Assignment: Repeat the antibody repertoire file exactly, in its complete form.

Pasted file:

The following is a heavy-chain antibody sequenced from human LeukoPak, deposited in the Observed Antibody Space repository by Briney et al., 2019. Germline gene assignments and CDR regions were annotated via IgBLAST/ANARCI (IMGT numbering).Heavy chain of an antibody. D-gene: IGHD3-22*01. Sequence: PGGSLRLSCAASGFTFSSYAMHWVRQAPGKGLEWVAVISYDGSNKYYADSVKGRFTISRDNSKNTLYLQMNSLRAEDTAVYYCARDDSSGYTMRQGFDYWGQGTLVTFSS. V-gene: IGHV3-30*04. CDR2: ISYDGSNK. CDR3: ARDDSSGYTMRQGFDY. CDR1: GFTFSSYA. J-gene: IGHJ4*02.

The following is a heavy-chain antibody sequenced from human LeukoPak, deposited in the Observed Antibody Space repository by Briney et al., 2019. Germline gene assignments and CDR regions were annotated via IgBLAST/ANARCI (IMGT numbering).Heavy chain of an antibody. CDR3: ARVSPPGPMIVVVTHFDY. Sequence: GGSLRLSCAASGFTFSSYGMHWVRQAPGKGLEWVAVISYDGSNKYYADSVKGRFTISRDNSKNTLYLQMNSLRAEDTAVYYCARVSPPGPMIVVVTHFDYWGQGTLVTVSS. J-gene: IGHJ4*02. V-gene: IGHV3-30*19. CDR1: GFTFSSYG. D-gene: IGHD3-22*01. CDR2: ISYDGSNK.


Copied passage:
The following is a heavy-chain antibody sequenced from human LeukoPak, deposited in the Observed Antibody Space repository by Briney et al., 2019. Germline gene assignments and CDR regions were annotated via IgBLAST/ANARCI (IMGT numbering).Heavy chain of an antibody. D-gene: IGHD3-22*01. Sequence: PGGSLRLSCAASGFTFSSYAMHWVRQAPGKGLEWVAVISYDGSNKYYADSVKGRFTISRDNSKNTLYLQMNSLRAEDTAVYYCARDDSSGYTMRQGFDYWGQGTLVTFSS. V-gene: IGHV3-30*04. CDR2: ISYDGSNK. CDR3: ARDDSSGYTMRQGFDY. CDR1: GFTFSSYA. J-gene: IGHJ4*02.

The following is a heavy-chain antibody sequenced from human LeukoPak, deposited in the Observed Antibody Space repository by Briney et al., 2019. Germline gene assignments and CDR regions were annotated via IgBLAST/ANARCI (IMGT numbering).Heavy chain of an antibody. CDR3: ARVSPPGPMIVVVTHFDY. Sequence: GGSLRLSCAASGFTFSSYGMHWVRQAPGKGLEWVAVISYDGSNKYYADSVKGRFTISRDNSKNTLYLQMNSLRAEDTAVYYCARVSPPGPMIVVVTHFDYWGQGTLVTVSS. J-gene: IGHJ4*02. V-gene: IGHV3-30*19. CDR1: GFTFSSYG. D-gene: IGHD3-22*01. CDR2: ISYDGSNK.